This past weekend Chris Dixon wrote a blog post titled “Builders and Extractors” that resonated with me more than almost anything I have read before. For about the past 10 years I have been passionate about this same topic and have explained my position to people countless times, of course, not nearly as articulated as Chris was able to.
About 10 years ago, when I was in my 2nd year of university, an opportunity came to me from a friend of a family member (that should be the first warning sign) of an amazing investment opportunity supposedly leveraging debt instruments and bank lending ratios to produce amazing returns. Yes, it did turn out as sketchy as it sounds. However, I learned a ton about myself and those around me through this experience.
As word of this opportunity spread to other friends and family I was shocked at people’s reaction. Some thought they would quit their jobs and just live of the interest. Others had plans to do a bunch of “good” things with the excess money. A few even saw it as an opportunity to further gain from the opportunity by recruiting others to participate and then collecting referral fees. Throughout all of this I was disgusted by the effect it had on people. I probably didn’t handle it as well as I should of as I was not afraid to let my thoughts be heard, and not always with sensitivity.
I could not understand how so many people were completely ok with the idea of taking an incredible amount from society without giving anything in return. Worse yet, I got the sense that many felt entitled to this and that they were “finally getting theirs”. It was at this point that I started learning a few things about myself and set out on the path that I still find myself on today.
I have absolutely no problem with people making a lot of money, including myself! However, I never want to be a person who is seen as taking more than I give. Isn’t this what life should be about? So many consider themselves to be good people, but when it comes to their finances and use of their talents, they are completely selfish. Somewhere along the way, the opportunities and ability the Western world created for people to build wealth turned into a twisted capitalistic environment of trying to maximize the ratio of value extracted versus the amount of effort put in. I realize that many economic theories are grounded in this thinking, however, it doesn’t mean I have to like it or that we have to follow it.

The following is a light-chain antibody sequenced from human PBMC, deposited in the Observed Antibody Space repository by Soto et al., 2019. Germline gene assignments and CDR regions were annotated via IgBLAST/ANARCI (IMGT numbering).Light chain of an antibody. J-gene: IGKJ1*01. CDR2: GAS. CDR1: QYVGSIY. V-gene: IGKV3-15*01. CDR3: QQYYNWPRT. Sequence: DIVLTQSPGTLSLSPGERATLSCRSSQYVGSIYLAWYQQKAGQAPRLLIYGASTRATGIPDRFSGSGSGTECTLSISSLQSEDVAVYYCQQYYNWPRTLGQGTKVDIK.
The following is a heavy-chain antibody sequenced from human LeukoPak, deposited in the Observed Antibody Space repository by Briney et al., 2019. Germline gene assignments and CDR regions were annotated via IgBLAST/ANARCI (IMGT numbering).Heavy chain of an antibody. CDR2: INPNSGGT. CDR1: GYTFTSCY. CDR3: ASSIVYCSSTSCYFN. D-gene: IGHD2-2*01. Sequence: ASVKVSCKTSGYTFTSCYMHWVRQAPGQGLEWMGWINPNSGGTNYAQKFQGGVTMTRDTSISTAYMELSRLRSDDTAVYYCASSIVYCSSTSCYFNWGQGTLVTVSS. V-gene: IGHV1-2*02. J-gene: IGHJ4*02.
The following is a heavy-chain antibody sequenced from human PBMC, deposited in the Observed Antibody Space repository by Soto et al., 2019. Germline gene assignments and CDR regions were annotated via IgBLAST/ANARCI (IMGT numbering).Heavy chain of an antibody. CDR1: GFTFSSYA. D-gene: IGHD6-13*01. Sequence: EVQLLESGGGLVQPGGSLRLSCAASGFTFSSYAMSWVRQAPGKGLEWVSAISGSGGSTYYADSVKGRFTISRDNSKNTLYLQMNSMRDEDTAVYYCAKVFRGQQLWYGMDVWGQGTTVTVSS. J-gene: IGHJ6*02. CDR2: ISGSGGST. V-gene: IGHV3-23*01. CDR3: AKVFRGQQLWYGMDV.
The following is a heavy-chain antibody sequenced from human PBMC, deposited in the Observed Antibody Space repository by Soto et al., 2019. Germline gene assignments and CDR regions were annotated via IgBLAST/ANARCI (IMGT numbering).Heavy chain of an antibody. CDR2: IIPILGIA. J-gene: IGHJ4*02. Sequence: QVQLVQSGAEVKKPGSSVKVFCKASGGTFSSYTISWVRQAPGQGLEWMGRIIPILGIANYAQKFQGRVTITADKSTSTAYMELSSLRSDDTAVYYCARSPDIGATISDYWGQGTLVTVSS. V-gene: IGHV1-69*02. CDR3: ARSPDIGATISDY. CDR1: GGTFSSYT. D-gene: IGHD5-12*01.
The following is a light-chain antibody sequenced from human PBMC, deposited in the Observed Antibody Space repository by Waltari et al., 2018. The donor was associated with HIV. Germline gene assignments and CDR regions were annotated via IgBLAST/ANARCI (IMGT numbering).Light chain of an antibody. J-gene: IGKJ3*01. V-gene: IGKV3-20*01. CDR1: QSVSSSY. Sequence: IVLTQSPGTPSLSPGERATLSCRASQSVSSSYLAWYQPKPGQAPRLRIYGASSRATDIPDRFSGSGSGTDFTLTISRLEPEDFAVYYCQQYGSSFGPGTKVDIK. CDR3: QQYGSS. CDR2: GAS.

I have immense respect for anyone who builds more value than they extract. We have to be careful though, as this relationship has to be considered in light of a person’s abilities. We as a society need to take care of those who are not able to create value, but give an extraordinary effort and maximize their building-extracting ratio potential. Contrary to this, people who are very capable and chose not to give back to society, but rather extract from it through handouts and government programs are some of the worst offenders. You often hear people stating that they deserve this treatment as they have paid into the program. Doesn’t matter, they are not even attempting to maximize their building-extracting ratio.
This is why I have chosen the path I have. If I worked for an engineering firm or big corporation, my building-extracting ratio is always going to be limited by my employer. If I tried to build a nice lifestyle business my building-extracting ratio will be limited by market opportunity. Sure I may be able to create more value than I extract, but not nearly as much as I believe my potential could be in the right environment.
I want to close with looking at opposite ends of the building-extracting spectrum. First, the end with the worst offenders. I already pointed out some of these, however, Chris nailed it as well focusing on those in the financial industries who sole purpose is to maximize gain from market inefficiencies and extracting immense monetary value without creating any. I would also include in this category the day trader who sits at home every day and the couple that “flips” houses for a living.
On the other end of the spectrum is those who give selflessly their time and resources to build value for others. From administrators at homeless shelters, volunteers at community organizations and those fighting for human rights and fairness in places where they do not exist. Remember, monetary value is not the only type of value that can be created in society. Really, monetary value is just an instrument to represent true value, but in some aspects of our world it does a poor job.